Home Workers To Get Union Help

Home workers to get union help
For $10 a month they'll get a dental plan, legal counselling, insurance and other benefits

Nicholas Keung
Immigration/Diversity Reporter
The Toronto Star
Jun 11, 2008 04:30 AM

(Note: Pinky Paglingayen was asked for a payment of $3,000 by a family of four in Thornhill who sponsored her entry into Canada and then released her from employment after several days. Her next employer, a family of five in Thornhill, did not ask Paglingayen for payment as incorrectly stated in this article. )

An international union has launched an advocacy group to support the tens of thousands of live-in caregivers in Canada and ensure their rights are respected at the hands of abusive employers and recruiters.

At $10 a month for a membership, domestic workers can access discounted legal counselling, insurance and dental plans, as well as accounting and long-distance telephone services, offered by the Independent Workers Association (Home Worker Section), a joint partnership between the United Steelworkers Union and Migrante Ontario, a grassroots advocacy group for migrant workers.

Though the move won't give live-in caregivers the right to collective bargaining or filing grievances against Canadian employers, it is a huge step forward to giving a collective voice to domestic workers who work long hours at low wages with little benefits, and who are often held hostage by employers to maintain immigration status.

“We would like to offer them a helping hand and assist them in lobbying to change government policies, so they can be treated with dignity and respect,” Wayne Fraser, the union's Ontario and Atlantic provinces director, told a news conference yesterday.

The federal live-in caregiver program grants permanent resident status to domestic workers after they complete their three-year assignments and obtain the necessary medical and criminal record clearances.

The nannies are sponsored by employers, with whom they must live and to whom their work permits are tied. Given the live-in nature of the job, they are also on-call after they finish their regular eight-hour shift. Most earn between $8 and $10 an hour.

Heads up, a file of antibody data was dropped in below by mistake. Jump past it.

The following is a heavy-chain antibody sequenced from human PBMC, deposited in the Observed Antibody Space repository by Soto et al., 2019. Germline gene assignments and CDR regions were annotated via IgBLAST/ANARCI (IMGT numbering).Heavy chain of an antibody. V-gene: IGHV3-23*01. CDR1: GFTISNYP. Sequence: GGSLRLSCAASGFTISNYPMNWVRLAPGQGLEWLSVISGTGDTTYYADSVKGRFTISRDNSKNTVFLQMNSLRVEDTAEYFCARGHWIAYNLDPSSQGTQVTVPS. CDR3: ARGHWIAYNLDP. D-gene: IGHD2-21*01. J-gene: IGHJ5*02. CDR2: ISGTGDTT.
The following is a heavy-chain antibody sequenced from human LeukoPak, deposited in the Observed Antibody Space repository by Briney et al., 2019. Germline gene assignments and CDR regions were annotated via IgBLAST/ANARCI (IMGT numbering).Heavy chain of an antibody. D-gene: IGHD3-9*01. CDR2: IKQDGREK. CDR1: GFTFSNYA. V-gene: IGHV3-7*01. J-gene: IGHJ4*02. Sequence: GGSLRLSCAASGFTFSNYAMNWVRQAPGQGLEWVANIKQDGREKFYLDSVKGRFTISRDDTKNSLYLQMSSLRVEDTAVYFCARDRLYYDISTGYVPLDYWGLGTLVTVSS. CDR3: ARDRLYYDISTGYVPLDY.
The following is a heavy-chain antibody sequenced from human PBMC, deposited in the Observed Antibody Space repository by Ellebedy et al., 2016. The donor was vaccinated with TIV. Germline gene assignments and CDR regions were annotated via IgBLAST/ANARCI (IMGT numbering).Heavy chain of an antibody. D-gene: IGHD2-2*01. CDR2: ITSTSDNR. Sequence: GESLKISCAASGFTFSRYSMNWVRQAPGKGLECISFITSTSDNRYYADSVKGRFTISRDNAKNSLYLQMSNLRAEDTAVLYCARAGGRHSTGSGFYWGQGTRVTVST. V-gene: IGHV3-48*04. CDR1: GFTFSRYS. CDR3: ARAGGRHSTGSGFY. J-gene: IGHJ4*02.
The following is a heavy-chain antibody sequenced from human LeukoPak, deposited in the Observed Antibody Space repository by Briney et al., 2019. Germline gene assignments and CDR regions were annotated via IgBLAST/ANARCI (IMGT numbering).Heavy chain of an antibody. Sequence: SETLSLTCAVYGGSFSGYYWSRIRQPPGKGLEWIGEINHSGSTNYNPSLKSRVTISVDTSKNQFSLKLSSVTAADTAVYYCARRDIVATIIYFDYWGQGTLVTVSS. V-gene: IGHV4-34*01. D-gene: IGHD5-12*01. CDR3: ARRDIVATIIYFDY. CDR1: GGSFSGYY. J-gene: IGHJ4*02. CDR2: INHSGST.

Currently, there are about 80,000 live-in caregivers in Ontario and another 26,000 in Montreal, according to Connie Sorio, program co-ordinator of the Canadian Ecumenical Justice Initiatives, who, with Migrante, approached the union with the idea in January.

“This is something that we have been wanting for a long time,” said Sorio.

Pinky Paglingayen came to Canada from the Philippines in 2005 under the live-in caregiver program and was dismayed when she was asked by her employer, a family of five in Thornhill, to pay $3,000 because they saw it as “a favour” to let her into the country. She said she had no choice but pay it because she wanted to stay.

She moved to work for an Oakville family last year, but was dismissed in December when the employer found out she was pregnant. She is still owed her last paycheque and vacation pay. In March, her Ontario health insurance was cut off because she was on an open work permit and not yet a Canadian permanent resident.

“But I'm lucky. I just got my (landed) status this week, and I immediately went to renew my OHIP,” said the 34-year-old. “We need an association like this to protect our rights.”

Unlike other community groups that are supported by the governments, the live-in caregiver association is fully funded by the union, which allows it to be an independent watchdog.

The association's priorities include:

Reaching out to live-in caregivers to educate them about their rights.
Demanding that the federal government ratify the United Nations Convention on Protection of Rights of All Migrant Workers.
Assisting workers facing the threat of deportation at the whim of abusive employers.
Lobbying for regulations over fly-by-night caregiver recruitment agencies that take advantage of the workers by charging large fees and failing to secure employers.

A similar association formed by the Steelworkers union in 2002 to organize taxi drivers in Quebec has been successful in improving employment standards for the cab industry. That group has become the bargaining and lobbying agent for its 5,000 members.

“Their interests are better represented and they are more listened to by the government,” noted Fraser.